A new study claims that a diet rich in coffee, fruit and vegetables, could lower the risk of breast cancer.
The findings were presented to the European Congress on Obesity in Glasgow and suggest that the phenolic acids commonly found in these food items may have a protective effect on post-menopausal breast cancer.
High levels of the acids are commonly found in sources such as citrus fruits, apples, blueberries, raspberries, onions, plums, red wine, cocoa, whole wheat, oats, corn, rice and coffee.
The research was performed by teams from the University of Navarra and the University of Jaen in Spain.
The study aimed to look at the possible link between the two main phenolic acids, hydroxycinnamic and hydroxybenzoic and the risk of breast cancer using data from over 11,000 female participants.
Prior to the study, each of the women completed questionnaires on their eating habits and how often they consumed 136 different food items.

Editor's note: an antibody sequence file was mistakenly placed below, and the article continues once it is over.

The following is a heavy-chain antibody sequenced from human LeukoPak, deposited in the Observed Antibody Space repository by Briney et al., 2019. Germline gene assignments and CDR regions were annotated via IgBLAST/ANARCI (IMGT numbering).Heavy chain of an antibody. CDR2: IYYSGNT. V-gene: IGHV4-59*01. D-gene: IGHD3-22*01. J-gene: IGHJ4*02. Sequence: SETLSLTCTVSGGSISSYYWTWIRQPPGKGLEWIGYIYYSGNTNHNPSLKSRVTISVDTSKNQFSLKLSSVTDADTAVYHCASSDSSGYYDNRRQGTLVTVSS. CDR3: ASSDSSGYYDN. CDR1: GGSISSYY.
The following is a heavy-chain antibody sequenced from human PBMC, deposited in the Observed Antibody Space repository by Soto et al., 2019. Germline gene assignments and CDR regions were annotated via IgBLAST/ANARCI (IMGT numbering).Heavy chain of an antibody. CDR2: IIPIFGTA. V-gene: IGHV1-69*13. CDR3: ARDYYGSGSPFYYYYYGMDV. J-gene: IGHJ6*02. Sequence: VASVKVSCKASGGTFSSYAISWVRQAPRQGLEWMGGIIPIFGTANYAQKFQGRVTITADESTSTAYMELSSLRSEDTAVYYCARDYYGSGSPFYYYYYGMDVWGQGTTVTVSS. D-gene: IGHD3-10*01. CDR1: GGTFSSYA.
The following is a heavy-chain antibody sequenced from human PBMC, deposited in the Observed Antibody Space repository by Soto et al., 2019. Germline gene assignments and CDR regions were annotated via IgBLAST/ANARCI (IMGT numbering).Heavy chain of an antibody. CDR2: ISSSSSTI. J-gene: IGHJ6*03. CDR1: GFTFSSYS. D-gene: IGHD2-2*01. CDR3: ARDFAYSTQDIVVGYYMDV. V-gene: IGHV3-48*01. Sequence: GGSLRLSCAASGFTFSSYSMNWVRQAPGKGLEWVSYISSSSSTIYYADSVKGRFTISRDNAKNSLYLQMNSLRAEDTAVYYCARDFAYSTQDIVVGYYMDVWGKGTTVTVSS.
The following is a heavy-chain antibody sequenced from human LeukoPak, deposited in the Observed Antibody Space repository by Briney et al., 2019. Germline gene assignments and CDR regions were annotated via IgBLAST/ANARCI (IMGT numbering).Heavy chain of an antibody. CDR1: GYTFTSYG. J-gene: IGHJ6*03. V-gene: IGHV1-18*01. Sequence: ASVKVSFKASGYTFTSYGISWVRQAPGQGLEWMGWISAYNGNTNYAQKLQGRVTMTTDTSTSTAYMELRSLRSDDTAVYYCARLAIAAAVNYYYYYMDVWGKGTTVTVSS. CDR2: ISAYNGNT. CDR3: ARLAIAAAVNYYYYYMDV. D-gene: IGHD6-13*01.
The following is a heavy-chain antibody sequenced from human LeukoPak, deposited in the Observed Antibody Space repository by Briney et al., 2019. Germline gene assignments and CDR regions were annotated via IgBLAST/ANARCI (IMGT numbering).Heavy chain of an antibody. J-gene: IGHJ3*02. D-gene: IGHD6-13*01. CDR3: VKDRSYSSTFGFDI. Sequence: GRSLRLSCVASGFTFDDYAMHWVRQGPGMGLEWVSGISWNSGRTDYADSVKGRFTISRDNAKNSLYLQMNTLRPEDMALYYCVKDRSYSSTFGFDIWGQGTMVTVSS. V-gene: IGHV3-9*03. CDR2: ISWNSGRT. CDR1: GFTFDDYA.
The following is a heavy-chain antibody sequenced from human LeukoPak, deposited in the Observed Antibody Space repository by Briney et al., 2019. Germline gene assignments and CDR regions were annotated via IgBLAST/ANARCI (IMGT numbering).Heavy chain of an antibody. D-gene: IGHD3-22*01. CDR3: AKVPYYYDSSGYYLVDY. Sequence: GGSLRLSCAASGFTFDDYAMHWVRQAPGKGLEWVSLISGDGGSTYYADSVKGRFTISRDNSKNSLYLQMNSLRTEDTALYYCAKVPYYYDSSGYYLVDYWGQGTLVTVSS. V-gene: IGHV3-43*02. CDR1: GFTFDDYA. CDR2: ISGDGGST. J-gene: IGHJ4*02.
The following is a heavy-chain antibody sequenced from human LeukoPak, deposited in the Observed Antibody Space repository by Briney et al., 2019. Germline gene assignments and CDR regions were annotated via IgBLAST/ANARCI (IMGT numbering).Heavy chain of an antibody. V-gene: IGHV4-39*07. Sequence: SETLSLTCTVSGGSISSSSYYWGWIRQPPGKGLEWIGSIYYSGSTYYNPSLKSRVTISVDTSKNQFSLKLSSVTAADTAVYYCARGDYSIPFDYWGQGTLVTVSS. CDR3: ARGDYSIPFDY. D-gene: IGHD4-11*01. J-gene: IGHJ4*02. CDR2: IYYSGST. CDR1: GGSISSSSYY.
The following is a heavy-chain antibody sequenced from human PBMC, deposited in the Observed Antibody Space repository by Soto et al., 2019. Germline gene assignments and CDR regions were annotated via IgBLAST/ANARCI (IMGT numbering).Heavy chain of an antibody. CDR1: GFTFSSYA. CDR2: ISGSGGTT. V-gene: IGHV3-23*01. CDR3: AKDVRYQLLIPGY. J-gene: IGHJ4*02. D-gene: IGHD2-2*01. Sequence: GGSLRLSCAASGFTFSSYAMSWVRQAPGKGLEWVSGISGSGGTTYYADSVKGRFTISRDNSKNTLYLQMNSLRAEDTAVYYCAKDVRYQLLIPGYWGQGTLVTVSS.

After 12 years, the participants were followed up, with researchers finding a total of 101 cases of breast cancer had occured in the women.
The levels of phenolic acids they had consumed during the period was then calculated using a database of each food and the levels of phenolic acids contained.
Results showed that the women who had the highest consumption of the hydroxycinnamic acids had a 65% reduced risk of breast cancer in comparison to the women with the lowest intake levels.
One of the biggest sources of hydroxycinnamic acid was discovered to be in coffee along with fruits and vegetables and had the most positive impact.
Researchers concluded that, “A higher intake of hydroxycinnamic acids, especially from chlorogenic acids – present in coffee, fruits and vegetables – was associated with decreased post-menopausal breast cancer risk.”
The study suggests that a diet rich in such nutrients may reduce fat tissue inflammation and oxidative stress which can damage tissue, or resistance to insulin.
Susannah Brown of the World Cancer Research Fund said, “This is an interesting study that further confirms the importance of consuming a diet high in fruits and vegetables for cancer prevention.”
“It also suggests some of the potential underlying biological reasons as to why fruit and vegetables are protective against cancer.”
February 20, 2019
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